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Field Journal

The Postman

Inspiration
The Postman
 

A film by Sam Needham, written by Tom Hill.
Supported by Ortlieb and Salsa Cycles.

‘Clinging to the frayed edges of the ragged shores of the Isle of Harris, a singletrack path navigates its way above cliffs, around bays. Dizzying switchbacks and steep gradients – all exposed to the harsh climate – bely the fact that this was the path of least resistance. Trodden over centuries, it wasn’t just the easiest path, but the only physical land connection to the village of Rhenigidale.’

The Postman is a short film that tells the story of the last village to be connected to the UK road network. Until 1990, the community of Rhenigidale relied upon their postman to deliver not just mail, but wider news of the outside world. Kenny Mackay – the last postman to walk the exposed track between the village and the relative bright lights of Tarbert – shares his stories of life before the road was built. These are true tales of community, survival and love.

 
The Postman The Postman
 
‘It was a link to the outside world. If there was medication for anyone or anything like that… well, you had to be bringing that back’ – Kenny Mackay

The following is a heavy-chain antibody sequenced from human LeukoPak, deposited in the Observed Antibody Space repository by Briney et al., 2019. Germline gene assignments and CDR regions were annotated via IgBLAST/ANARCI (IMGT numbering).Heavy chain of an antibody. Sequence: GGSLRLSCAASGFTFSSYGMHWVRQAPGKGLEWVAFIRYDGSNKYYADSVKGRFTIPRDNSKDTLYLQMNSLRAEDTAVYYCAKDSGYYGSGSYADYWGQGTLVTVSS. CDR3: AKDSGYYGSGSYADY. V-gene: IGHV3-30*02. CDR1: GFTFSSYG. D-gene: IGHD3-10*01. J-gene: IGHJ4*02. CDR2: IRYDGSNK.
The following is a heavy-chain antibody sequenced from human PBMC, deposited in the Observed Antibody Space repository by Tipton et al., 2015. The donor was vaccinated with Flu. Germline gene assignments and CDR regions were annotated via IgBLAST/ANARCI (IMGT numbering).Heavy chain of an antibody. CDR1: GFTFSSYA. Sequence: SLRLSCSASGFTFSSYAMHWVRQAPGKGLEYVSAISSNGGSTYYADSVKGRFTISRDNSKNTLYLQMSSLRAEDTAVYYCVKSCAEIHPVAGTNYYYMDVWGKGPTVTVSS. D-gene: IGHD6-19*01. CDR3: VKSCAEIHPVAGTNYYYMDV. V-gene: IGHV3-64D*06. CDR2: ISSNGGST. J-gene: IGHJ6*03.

Once the road to Rhenigidale was built, the postman’s path could have lost its purpose, the connection no longer relevant to modern life on Harris. It just so happens, though, that the ribbon of singletrack worn by Kenny and his predecessors is mountain biking perfection.

The film explores the power of connections, whether they be physical or metaphorical, emotional or practical. We are encouraged to consider the evolution of connections over time and look beyond the trail as it presents itself to us today.

‘The desire to make connections has to be one of the most basic of human traits. So much of the language of our everyday life reflects this. We piece together, join the dots, link up, build bridges, forge paths.’

This project was made possible by Lyon Cycle

Film by Sam Needham // @samneedham_photo
Written by Tom Hill // @24tom
Photography by Tristan Tinn // @tristantinn

 

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